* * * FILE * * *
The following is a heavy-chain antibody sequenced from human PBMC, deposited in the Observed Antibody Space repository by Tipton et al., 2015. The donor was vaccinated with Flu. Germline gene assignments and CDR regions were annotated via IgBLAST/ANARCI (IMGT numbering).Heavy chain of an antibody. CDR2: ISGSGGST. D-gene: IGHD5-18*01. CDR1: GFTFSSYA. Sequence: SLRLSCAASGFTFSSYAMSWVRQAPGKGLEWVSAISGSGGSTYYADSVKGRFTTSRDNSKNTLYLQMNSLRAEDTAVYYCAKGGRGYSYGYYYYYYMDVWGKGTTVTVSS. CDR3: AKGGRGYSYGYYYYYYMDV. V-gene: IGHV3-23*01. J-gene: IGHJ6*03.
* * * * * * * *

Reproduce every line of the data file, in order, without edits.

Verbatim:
The following is a heavy-chain antibody sequenced from human PBMC, deposited in the Observed Antibody Space repository by Tipton et al., 2015. The donor was vaccinated with Flu. Germline gene assignments and CDR regions were annotated via IgBLAST/ANARCI (IMGT numbering).Heavy chain of an antibody. CDR2: ISGSGGST. D-gene: IGHD5-18*01. CDR1: GFTFSSYA. Sequence: SLRLSCAASGFTFSSYAMSWVRQAPGKGLEWVSAISGSGGSTYYADSVKGRFTTSRDNSKNTLYLQMNSLRAEDTAVYYCAKGGRGYSYGYYYYYYMDVWGKGTTVTVSS. CDR3: AKGGRGYSYGYYYYYYMDV. V-gene: IGHV3-23*01. J-gene: IGHJ6*03.